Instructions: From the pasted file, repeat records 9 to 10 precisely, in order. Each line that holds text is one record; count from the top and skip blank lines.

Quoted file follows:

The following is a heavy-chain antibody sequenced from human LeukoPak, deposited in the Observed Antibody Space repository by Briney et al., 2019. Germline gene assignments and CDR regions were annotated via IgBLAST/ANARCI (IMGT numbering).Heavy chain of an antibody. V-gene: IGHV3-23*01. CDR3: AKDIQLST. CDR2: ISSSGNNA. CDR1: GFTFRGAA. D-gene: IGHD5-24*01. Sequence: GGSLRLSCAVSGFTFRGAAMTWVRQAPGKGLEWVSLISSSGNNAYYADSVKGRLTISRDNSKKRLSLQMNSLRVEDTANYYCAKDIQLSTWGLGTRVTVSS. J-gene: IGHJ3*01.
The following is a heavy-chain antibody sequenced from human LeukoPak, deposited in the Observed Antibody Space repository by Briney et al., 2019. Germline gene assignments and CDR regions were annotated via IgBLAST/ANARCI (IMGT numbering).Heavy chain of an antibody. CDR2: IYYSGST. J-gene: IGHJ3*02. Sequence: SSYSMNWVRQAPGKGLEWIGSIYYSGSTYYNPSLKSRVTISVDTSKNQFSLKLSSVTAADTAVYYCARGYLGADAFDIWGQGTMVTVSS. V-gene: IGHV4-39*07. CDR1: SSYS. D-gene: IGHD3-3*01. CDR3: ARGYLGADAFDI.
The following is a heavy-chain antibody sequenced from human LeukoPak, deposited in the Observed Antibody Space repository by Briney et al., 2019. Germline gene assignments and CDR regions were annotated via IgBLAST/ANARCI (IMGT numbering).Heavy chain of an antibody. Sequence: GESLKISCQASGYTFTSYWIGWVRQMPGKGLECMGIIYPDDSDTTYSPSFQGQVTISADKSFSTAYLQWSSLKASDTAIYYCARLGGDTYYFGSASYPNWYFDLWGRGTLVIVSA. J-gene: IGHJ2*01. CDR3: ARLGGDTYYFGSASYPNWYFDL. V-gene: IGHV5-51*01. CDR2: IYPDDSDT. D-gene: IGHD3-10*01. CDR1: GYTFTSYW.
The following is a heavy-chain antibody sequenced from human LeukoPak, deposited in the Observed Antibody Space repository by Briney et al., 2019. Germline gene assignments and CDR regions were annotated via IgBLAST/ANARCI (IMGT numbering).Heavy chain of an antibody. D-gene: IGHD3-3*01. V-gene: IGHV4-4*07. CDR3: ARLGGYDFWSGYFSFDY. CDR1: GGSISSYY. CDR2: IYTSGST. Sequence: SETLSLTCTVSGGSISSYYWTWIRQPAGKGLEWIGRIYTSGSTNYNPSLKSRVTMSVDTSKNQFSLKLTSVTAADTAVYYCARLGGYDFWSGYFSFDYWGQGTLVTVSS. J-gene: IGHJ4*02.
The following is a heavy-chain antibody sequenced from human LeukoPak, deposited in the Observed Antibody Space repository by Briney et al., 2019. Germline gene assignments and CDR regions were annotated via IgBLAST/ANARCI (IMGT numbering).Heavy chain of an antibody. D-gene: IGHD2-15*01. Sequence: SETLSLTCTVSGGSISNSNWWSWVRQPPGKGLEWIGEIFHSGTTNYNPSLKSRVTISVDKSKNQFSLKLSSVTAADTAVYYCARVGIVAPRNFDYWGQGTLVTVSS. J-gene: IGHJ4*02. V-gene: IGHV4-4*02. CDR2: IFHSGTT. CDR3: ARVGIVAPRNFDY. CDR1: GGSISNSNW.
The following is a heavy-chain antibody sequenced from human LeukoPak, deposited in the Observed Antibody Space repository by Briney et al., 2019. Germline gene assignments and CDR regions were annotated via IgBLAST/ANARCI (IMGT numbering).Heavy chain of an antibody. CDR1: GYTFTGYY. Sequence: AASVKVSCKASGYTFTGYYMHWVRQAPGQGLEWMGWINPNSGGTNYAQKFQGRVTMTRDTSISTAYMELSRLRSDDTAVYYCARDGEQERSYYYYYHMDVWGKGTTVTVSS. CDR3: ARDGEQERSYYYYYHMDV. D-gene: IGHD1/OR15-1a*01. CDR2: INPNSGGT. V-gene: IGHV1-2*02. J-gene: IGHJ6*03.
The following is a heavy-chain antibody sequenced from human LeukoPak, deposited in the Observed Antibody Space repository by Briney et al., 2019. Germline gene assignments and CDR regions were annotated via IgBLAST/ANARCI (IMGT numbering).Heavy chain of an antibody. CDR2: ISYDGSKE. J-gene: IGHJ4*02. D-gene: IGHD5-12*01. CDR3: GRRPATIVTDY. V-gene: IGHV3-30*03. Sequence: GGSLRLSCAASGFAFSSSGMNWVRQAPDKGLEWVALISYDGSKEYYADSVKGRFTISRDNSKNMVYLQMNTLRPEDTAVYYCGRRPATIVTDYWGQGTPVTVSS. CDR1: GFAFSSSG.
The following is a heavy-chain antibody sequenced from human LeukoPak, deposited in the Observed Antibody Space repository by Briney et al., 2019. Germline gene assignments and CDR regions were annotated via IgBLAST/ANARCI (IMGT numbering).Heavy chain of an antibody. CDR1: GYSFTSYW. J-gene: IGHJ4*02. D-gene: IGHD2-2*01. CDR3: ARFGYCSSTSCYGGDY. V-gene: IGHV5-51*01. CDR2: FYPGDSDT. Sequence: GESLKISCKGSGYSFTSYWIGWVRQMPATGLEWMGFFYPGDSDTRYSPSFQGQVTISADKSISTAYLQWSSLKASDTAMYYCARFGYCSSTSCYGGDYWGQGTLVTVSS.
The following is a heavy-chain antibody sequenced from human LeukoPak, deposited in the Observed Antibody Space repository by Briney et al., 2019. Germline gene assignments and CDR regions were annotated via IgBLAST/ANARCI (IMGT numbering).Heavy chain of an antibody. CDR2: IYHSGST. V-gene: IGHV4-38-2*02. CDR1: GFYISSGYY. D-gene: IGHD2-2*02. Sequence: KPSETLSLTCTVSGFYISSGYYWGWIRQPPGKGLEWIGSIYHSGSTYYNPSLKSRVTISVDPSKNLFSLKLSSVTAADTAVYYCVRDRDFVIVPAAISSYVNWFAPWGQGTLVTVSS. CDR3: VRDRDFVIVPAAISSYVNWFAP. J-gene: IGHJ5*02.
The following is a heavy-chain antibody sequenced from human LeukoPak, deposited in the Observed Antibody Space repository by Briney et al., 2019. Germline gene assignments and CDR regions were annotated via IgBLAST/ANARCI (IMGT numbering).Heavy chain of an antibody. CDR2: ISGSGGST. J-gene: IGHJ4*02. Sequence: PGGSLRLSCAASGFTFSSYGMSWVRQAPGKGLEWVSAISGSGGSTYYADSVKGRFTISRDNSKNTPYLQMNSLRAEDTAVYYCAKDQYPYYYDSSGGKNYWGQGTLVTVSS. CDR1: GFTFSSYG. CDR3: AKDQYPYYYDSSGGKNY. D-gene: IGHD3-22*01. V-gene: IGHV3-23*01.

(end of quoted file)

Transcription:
The following is a heavy-chain antibody sequenced from human LeukoPak, deposited in the Observed Antibody Space repository by Briney et al., 2019. Germline gene assignments and CDR regions were annotated via IgBLAST/ANARCI (IMGT numbering).Heavy chain of an antibody. CDR2: IYHSGST. V-gene: IGHV4-38-2*02. CDR1: GFYISSGYY. D-gene: IGHD2-2*02. Sequence: KPSETLSLTCTVSGFYISSGYYWGWIRQPPGKGLEWIGSIYHSGSTYYNPSLKSRVTISVDPSKNLFSLKLSSVTAADTAVYYCVRDRDFVIVPAAISSYVNWFAPWGQGTLVTVSS. CDR3: VRDRDFVIVPAAISSYVNWFAP. J-gene: IGHJ5*02.
The following is a heavy-chain antibody sequenced from human LeukoPak, deposited in the Observed Antibody Space repository by Briney et al., 2019. Germline gene assignments and CDR regions were annotated via IgBLAST/ANARCI (IMGT numbering).Heavy chain of an antibody. CDR2: ISGSGGST. J-gene: IGHJ4*02. Sequence: PGGSLRLSCAASGFTFSSYGMSWVRQAPGKGLEWVSAISGSGGSTYYADSVKGRFTISRDNSKNTPYLQMNSLRAEDTAVYYCAKDQYPYYYDSSGGKNYWGQGTLVTVSS. CDR1: GFTFSSYG. CDR3: AKDQYPYYYDSSGGKNY. D-gene: IGHD3-22*01. V-gene: IGHV3-23*01.